Housing association increases surplus but new build activity hit by Covid-19
Bromford has increased its net surplus by 28% but missed targets for reinvestment and completions amid covid-19 disruption.
The Wolverhampton-based housing association, one of the largest developing housing associations in the country, posted a net surplus of £62.1m in its accounts for the year to 31 March 2021. This represented a 28% increase on the £48.3m the year before and was due to increased value of its financial instruments and a loan breakage cost constraining the previous year’s figure. Its pre-tax operating surplus increased from £97.4m to £98.5m
However, turnover at the 44,000-home social landlord fell slightly from £270.8m to £266.1m, with shared ownership sales income falling 36% to £27m.
The group’s completions also dropped from 1,027 last year to 902, which meant it missed its targeted 1,300 new homes for the year.
The amount of money invested in new supply fell 26%, from £152m last year to £112m. It did not hit its reinvestment target of 9.8%, with the amount invested in new supply and existing stock in the year equivalent to 5.1% of the group’s total property value.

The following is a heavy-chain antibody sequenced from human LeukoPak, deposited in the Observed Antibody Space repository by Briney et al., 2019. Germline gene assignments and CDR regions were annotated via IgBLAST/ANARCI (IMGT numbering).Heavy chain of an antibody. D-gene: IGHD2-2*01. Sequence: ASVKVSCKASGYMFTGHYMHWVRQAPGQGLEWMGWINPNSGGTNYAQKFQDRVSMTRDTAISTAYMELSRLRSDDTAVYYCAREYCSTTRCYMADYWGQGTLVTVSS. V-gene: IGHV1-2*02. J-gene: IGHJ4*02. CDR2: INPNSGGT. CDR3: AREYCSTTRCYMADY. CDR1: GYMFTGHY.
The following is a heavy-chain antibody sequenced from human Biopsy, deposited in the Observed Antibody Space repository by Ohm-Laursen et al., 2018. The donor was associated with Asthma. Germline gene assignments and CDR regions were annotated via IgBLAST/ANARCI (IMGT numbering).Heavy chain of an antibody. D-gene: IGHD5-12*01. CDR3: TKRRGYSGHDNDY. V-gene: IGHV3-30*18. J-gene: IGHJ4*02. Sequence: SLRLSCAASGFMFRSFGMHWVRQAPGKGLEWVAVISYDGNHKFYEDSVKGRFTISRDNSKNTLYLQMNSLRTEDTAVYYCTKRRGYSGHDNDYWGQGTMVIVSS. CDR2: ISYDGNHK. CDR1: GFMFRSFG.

This is also down on the 6.8% posted last year. Housing associations and other registered providers of social housing are required to measure themselves against the reinvestment metric as part of the Social Housing Regulator’s value for money standard
Bromford said the missed reinvestment target was” a result of the pandemic which resulted in the shut-down of sites for periods of the year”
It said however that in 2021/22 it is forecast spending £201 million on new homes and has set a reinvestment target of 8.1%.
Robert Nettleton, chief executive of Bromford, said: “We completed 902 new homes, including 206 built by Bromford Developments Limited our in-house contractor.
“Our target for the year was 1,300 new homes and this was impacted by both the COVID related shut down and careful reopening of our direct sites and partner sites. The deferral of our planned programme has been rescheduled largely to the 2021 to 2022 financial year whilst we expect to deliver just shy of 1,300 new homes of all tenures in the same period.”
The report said the group is “well on course” to increase its new homes completed per year to more than 1,400”
It said: “This will help maximise the existing balance sheet capacity and utilise the ongoing stable operating surplus”
Housing associations’ financial statements 2020/21
What are housing association surpluses?
Housing association surpluses are calculated by deducting expenses from income. They differ from profit as they are not paid to shareholders but instead re-invested in building homes and funding services.
Associations aim to post surpluses over a period of time to maintain lender and investor confidence, assure the regulator of an organisation’s viability and to ensure the business is well-positioned to cope with unforeseen events. Surpluses can be used as future working capital to enable organisations to fund development while reducing their reliance on grant, debt or other types of funding.